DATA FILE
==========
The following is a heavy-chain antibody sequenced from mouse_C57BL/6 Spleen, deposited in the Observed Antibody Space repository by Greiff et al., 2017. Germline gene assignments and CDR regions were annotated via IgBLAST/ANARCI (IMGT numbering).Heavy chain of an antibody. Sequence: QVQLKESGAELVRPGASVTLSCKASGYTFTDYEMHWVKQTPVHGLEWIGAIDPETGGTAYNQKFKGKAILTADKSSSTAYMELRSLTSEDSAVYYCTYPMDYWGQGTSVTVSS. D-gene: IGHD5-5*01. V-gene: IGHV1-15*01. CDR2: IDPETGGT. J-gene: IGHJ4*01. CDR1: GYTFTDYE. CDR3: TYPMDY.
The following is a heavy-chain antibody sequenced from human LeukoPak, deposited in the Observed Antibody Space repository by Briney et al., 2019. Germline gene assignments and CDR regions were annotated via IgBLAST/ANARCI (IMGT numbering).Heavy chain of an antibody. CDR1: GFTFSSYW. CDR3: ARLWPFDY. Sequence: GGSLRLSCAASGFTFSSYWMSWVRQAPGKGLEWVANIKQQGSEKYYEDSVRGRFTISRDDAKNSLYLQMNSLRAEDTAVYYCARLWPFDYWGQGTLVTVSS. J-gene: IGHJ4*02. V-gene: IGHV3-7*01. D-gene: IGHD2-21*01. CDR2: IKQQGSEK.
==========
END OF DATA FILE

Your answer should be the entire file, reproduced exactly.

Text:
The following is a heavy-chain antibody sequenced from mouse_C57BL/6 Spleen, deposited in the Observed Antibody Space repository by Greiff et al., 2017. Germline gene assignments and CDR regions were annotated via IgBLAST/ANARCI (IMGT numbering).Heavy chain of an antibody. Sequence: QVQLKESGAELVRPGASVTLSCKASGYTFTDYEMHWVKQTPVHGLEWIGAIDPETGGTAYNQKFKGKAILTADKSSSTAYMELRSLTSEDSAVYYCTYPMDYWGQGTSVTVSS. D-gene: IGHD5-5*01. V-gene: IGHV1-15*01. CDR2: IDPETGGT. J-gene: IGHJ4*01. CDR1: GYTFTDYE. CDR3: TYPMDY.
The following is a heavy-chain antibody sequenced from human LeukoPak, deposited in the Observed Antibody Space repository by Briney et al., 2019. Germline gene assignments and CDR regions were annotated via IgBLAST/ANARCI (IMGT numbering).Heavy chain of an antibody. CDR1: GFTFSSYW. CDR3: ARLWPFDY. Sequence: GGSLRLSCAASGFTFSSYWMSWVRQAPGKGLEWVANIKQQGSEKYYEDSVRGRFTISRDDAKNSLYLQMNSLRAEDTAVYYCARLWPFDYWGQGTLVTVSS. J-gene: IGHJ4*02. V-gene: IGHV3-7*01. D-gene: IGHD2-21*01. CDR2: IKQQGSEK.